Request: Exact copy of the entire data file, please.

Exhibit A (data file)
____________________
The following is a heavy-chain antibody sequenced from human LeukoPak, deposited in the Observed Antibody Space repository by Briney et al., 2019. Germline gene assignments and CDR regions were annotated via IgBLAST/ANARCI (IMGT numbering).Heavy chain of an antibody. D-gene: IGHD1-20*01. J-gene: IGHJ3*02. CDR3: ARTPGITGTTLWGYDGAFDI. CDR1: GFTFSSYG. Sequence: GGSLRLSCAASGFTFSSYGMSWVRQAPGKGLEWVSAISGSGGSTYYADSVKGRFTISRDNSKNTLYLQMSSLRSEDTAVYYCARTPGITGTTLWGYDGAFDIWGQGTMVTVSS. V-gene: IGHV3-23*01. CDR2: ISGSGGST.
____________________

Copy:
The following is a heavy-chain antibody sequenced from human LeukoPak, deposited in the Observed Antibody Space repository by Briney et al., 2019. Germline gene assignments and CDR regions were annotated via IgBLAST/ANARCI (IMGT numbering).Heavy chain of an antibody. D-gene: IGHD1-20*01. J-gene: IGHJ3*02. CDR3: ARTPGITGTTLWGYDGAFDI. CDR1: GFTFSSYG. Sequence: GGSLRLSCAASGFTFSSYGMSWVRQAPGKGLEWVSAISGSGGSTYYADSVKGRFTISRDNSKNTLYLQMSSLRSEDTAVYYCARTPGITGTTLWGYDGAFDIWGQGTMVTVSS. V-gene: IGHV3-23*01. CDR2: ISGSGGST.